Through the piezospectroscopic effect, certain photo-luminescent materials, once excited with a laser, produce spectral emissions which are sensitive to the stress or strain that the material experiences. A system that utilizes the piezospectroscopic effect for non-contact stress detection over a material’s surface can capture important information on the evolution of mechanical response under various conditions. Therefore, the components necessary for piezospectroscopic mapping and analysis have now been integrated into a versatile and transportable system that can be used with photo-luminescent materials in any load frame or on a variety of structures. This system combines compact hardware components such as a portable laser source, fiber optics, spectrograph, charge-coupled device (CCD), and an X-Y-Z stage (with focusing capabilities) with a series of data analysis algorithms capable of analyzing and outputting high resolution photo-luminescent (PL) maps on-site. Through a proof of concept experiment using a compressed polycrystalline alumina sample with sharp machined corners, this system successfully captured high resolution PL maps with a step size of 28.86 μm/pixel and located high stress concentrations in critical areas, which correlated closely with the results of a finite element model. This work represents an important step in advancing the portability of piezospectroscopy for in-situ and non-contact stress detection. The instrumentation developed here has strong implications for the future of non-destructive evaluation and non-invasive structural health monitoring.

Multiscale mechanics to determine nanocomposite elastic properties with piezospectroscopy


Read our paper in Acta Materialia

The piezospectroscopic (PS) properties of chromium-doped alumina allow for embedded inclusion mechanics to be revisited with unique experimental setups that probe the particles’ state of stress when the composite is under applied load. These experimental investigations of particle mechanics will be compared to the Eshelby theory and a derivative theory. This work discovers that simple nanoparticle load transfer theories are adequate for predicting PS properties in the low to intermediate volume fraction range (⩽20%). By applying the multiscale mechanics to a PS response, the inverse problem was demonstrated to reveal the elastic modulus of the composite. The implications for this technique are damage monitoring through observation of reduced mechanical properties in addition to a method to assist with engineering nanomaterials.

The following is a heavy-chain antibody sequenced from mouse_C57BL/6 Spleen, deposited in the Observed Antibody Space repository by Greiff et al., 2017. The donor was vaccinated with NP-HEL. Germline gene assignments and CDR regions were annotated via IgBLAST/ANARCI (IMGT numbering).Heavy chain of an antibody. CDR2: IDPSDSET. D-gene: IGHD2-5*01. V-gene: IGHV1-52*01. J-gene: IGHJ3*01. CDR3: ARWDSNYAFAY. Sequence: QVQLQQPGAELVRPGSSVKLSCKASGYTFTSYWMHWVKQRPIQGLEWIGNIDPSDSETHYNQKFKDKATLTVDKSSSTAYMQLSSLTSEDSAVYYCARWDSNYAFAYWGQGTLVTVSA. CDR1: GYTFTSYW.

Piezospectroscopic Measurements Capturing the Evolution of Plasma Spray-Coating Stresses with Substrate Loads


Our paper in Applied Materials & Interfaces highlights the evolution of stress within APS coatings under increasing substrate loads captured using piezospectroscopy.

Plasma-spray coatings have a unique microstructure composed of various types of microcracks and weakly bonded interfaces which dictate their nonlinear mechanical properties. The intrinsic photo-luminescence (PL) characteristics of alpha-alumina (α-Al2O3) within these coatings offer a diagnostic functionality, enabling these properties to be probed experimentally at the microscale, under substrate loading. The piezospectroscopic (PS) measurements from the coatings are capable of revealing microstructural stress at high spatial resolution. Here, for the first time, the evolution of stresses within air plasma spray (APS) coatings under increasing substrate loads were captured using piezospectroscopy. With mechanical cycling of the substrate, the PS properties revealed anelastic and inelastic behavior and a relaxation of residual tensile stress within the APS coatings. With decreasing substrate thickness, the coating was observed to sustain more stress, as the substrate’s influence on the mechanical behavior decreased. The findings provide an insight into the microstructural response that can serve as the basis for model validation and subsequently drive the design process for these coatings.